1. Facebook is a great service to help you keep in touch with friends and family. But a great service does not equal great investment.
2. When was the last time you clicked on a Facebook ad? I can’t recall when I ever did. The click-through rate for Facebook ads is 10% that for Google ads, for good reason. Google ads are delivered at the moment you have actionable intent, while Facebook ads are delivered when you don’t want any distraction.
Recently, I got a call from a physician client of mine who asked a fantastic question. The Shiller PE of the S&P 500 index is at 24 now, much higher than the historical mean of 16 – is the market headed for a fall?
What is the Shiller PE?
This is a stock market metric invented by Yale Professor Robert Shiller. Basically, it is the average of the PE ratios of ten consecutive years. Because of that, Shiller PE is also called PE10.
Professor Shiller found it to be a reasonably good measure of valuation of the whole market: the higher the Shiller PE, the more expensive the market.
Back to my client’s question, I told him right away that I don’t know the answer. I don’t make investment decision based on opinion. I have to research historical data. After I hung up the phone, I asked my assistant to study the relationship between the Shiller PE and forward one-year and forward three-year returns.
Posted May 14, 2013on:
Last week, I went to a luncheon seminar hosted by Fidelity Charitables, a division of my custodian company Fidelity Investments.
I went there because 30% of my clients are business owners. I know that one-third of them have strong charitable intent, and helping them do well by doing good is part of my responsibility.
Part of the dilemma of successful business owners who have charitable intent is this: They make a lot of money when they are running their business, and especially at the time they sell their business. But they give away their money to the causes they care about usually in retirement when they do not have as much income to write off. Without careful charitable planning, they will end up paying a lot more in taxes and have a lot less to give to charity.
Here comes the rescue plan: Donor Advised Fund (DAF).
Last weekend, I went to New Jersey to meet a potential client who is an executive at a pharmaceutical company.
He told me that, as part of the executive benefit package, the company refers executives to Morgan Stanley where they get “free” financial advice. I smirked and said: “Well, we will find out how free it is. One thing I know, though, Wall Street firms are not known for charity.”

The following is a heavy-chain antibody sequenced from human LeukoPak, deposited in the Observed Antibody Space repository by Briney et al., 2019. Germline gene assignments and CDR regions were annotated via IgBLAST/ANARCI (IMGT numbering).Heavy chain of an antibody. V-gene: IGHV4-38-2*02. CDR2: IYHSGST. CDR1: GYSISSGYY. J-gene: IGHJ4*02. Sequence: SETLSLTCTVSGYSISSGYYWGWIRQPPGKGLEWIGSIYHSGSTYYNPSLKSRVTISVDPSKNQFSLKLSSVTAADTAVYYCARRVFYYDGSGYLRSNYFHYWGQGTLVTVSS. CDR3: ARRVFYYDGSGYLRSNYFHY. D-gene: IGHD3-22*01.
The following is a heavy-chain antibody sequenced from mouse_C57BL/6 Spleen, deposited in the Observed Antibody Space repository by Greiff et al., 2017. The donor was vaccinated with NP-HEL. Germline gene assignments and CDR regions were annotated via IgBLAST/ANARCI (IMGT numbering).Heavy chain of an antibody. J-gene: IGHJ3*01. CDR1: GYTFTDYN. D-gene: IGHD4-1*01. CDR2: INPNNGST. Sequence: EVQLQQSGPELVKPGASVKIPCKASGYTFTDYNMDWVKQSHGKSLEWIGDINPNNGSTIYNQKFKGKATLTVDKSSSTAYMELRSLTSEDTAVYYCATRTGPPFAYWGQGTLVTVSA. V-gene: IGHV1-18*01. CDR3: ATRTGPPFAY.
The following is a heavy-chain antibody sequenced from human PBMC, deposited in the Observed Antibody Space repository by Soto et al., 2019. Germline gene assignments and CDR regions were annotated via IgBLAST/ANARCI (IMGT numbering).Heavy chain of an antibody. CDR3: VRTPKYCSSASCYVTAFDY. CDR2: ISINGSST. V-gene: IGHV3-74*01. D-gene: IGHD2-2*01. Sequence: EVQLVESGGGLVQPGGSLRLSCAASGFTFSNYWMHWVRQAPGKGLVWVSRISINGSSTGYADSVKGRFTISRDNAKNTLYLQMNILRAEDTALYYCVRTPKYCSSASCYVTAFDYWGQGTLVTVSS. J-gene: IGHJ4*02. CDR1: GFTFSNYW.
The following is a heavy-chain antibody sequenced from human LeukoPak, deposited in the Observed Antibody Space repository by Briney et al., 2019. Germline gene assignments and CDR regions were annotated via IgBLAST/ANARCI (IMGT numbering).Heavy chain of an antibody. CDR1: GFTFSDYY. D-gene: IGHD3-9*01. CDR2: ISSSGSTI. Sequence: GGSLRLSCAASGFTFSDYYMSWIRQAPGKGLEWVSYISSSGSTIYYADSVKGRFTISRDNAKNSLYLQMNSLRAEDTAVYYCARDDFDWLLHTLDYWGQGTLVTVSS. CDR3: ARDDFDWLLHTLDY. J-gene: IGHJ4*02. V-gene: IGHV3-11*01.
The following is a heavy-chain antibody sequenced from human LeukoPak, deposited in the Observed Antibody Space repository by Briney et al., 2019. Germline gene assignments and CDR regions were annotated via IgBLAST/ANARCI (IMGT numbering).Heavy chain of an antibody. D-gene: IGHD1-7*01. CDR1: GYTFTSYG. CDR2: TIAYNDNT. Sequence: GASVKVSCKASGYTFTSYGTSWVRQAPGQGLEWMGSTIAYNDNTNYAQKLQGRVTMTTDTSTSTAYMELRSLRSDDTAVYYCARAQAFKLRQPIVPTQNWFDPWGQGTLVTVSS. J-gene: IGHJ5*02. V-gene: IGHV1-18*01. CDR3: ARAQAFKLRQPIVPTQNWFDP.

It turns out that Morgan Stanley advised him to open several, separately managed accounts (SMA), each with a management fee of 1.5%. The reason for the multiple accounts?
Also see Top 10 in February.
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Prospective client A is a physician in his late 60s. He has already reached retirement age but he needs to keep working since he has less than $1mm saved for his retirement.
All that money is in tax deferred accounts, meaning far less than $1mm is available for his retirement. This is NOT retirement security.
Client A is not an extravagant person, so why is he in such dire straits?
Medicine is a profession fraught with legal risk. According to an AMA survey for the period 2007-2008, for every 100 doctors, there were 95 lawsuits.
The survey also reveals that physicians 55 years and older are eight times more likely to get sued than physicians 40 years and younger.
Not that they make eight times more medical errors, just that they are richer lawsuit bait.
That reminds me of a joke. Why won’t a shark attack a lawyer? Professional courtesy.
Back to the topic at hand, many physicians in solo or small practice simply use a SEP IRA as their retirement plan. It is very simple to set up, and the contribution limit is a generous 25% of earned income or an annual limit of $49,000. What is there not to like about it?
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